I grabbed my bagel and coffee from the common folding table found at the back of the meeting room. The table was draped with a bright white cloth which illuminated every crumb or innocent splash and spill of the water that dripped from the chilled water dispenser or the coffee that didn’t quite make it all the way into a writer’s cup. I would take my regular seat towards the back of the conference room and listen to the monthly updates from the writers’ community in Kern County.
I found every piece of information useful during the meetings. There were stories from people who had lived to tell the tales of self-publishing, and there were authors who spoke about freelance opportunities, anthologies that we could contribute to, and information on how to strengthen our writing. However, I always found the section where they would invite writers to stand up and share their tales of rejection the most surprising.
“I submitted my non-fiction writing to [insert publication here] and was rejected,” one person would say after standing up to face the crowd of supportive writers. The crowd would then clap and encourage more people to stand up and speak about their rejection experiences. I knew the purpose was to encourage people to continue to submit their writing and that a rejection meant that they were actively writing and putting themselves out there, but I didn’t know how I truly felt about the process until my own writing was rejected.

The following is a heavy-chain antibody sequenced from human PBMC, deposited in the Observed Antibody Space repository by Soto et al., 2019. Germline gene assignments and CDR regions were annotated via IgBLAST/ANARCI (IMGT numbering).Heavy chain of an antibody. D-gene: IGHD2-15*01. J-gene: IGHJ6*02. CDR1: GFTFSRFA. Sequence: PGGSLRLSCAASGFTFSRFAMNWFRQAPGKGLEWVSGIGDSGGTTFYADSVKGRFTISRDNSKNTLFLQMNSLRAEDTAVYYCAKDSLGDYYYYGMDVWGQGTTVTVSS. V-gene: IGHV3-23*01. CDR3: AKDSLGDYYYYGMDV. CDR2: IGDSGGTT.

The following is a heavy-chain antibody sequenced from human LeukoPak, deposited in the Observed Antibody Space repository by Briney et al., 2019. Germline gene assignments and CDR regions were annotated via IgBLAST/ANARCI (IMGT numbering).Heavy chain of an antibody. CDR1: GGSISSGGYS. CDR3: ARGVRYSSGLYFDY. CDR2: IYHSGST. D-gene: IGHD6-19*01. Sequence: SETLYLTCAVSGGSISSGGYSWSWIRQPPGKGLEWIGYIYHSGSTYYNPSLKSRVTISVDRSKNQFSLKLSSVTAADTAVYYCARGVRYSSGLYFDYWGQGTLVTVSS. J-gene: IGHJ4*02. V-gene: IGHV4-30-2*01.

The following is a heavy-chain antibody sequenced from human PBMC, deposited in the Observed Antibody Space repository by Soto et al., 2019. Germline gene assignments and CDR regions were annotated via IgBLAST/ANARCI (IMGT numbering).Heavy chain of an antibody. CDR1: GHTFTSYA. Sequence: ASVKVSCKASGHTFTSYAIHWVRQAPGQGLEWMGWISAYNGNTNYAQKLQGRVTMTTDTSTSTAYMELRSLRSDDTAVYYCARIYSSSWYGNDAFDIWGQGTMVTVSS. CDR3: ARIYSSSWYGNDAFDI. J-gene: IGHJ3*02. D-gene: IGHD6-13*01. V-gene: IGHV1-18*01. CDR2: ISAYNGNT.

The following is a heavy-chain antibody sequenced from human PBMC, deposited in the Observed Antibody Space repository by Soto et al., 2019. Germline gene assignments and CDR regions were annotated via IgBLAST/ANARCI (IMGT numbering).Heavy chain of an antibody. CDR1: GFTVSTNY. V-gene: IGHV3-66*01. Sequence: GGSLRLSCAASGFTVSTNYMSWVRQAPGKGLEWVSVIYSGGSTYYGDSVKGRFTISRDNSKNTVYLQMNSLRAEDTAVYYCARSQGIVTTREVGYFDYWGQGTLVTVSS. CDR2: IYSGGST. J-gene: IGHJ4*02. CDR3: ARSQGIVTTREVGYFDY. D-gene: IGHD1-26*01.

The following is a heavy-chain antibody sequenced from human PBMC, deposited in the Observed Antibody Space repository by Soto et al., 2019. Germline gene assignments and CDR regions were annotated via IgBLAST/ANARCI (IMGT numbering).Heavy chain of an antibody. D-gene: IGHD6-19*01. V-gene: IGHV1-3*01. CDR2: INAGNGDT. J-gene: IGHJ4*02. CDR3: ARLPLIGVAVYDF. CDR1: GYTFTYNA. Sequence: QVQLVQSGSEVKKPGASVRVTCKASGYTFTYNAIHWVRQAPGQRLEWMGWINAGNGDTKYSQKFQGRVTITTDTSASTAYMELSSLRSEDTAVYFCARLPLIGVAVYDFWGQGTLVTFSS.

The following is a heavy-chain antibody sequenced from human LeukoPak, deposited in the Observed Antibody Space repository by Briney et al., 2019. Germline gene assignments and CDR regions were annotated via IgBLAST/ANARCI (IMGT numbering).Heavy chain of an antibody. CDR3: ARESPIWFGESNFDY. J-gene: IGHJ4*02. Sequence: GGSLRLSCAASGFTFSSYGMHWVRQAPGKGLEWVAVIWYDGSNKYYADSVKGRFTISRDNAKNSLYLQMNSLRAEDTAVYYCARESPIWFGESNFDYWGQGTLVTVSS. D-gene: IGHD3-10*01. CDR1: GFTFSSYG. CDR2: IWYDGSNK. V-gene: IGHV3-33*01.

Sitting in the submissions folder of my online Submittable profile is a string of grayed out labels next to a series of my writing titles that read, “Declined.” I would open the messages and the emails from these publications and read similar words of polite let downs and gentle encouragement. In the beginning, my sighs of disappointment lasted longer as they lingered over every word that was sent to me by panels of judges, esteemed publishers, and fellow writers. However, over time I would dwell less on the rejection and look forward to the next opportunity to submit a revised and polished version of my work again.
For every handful of rejections in my Submittable profile is a bright green “Accepted” label next to another cherished piece of writing. The shade of grays from the rejections all fade away against the vibrant green and the bright blue from work waiting to be told whether they can be published. I noticed a pattern of progress that wouldn’t have been possible had I never submitted my work in the first place.
The reason why we celebrated our rejections at the writers’ meetings is that you can’t have the “Accepted” labels, emails, and letters sent to you if you do not submit something. The “Declines” are proof that you are sending your work out into the world to be read, and although I’m now collecting a lot of that proof, I’m also slowly getting published as well.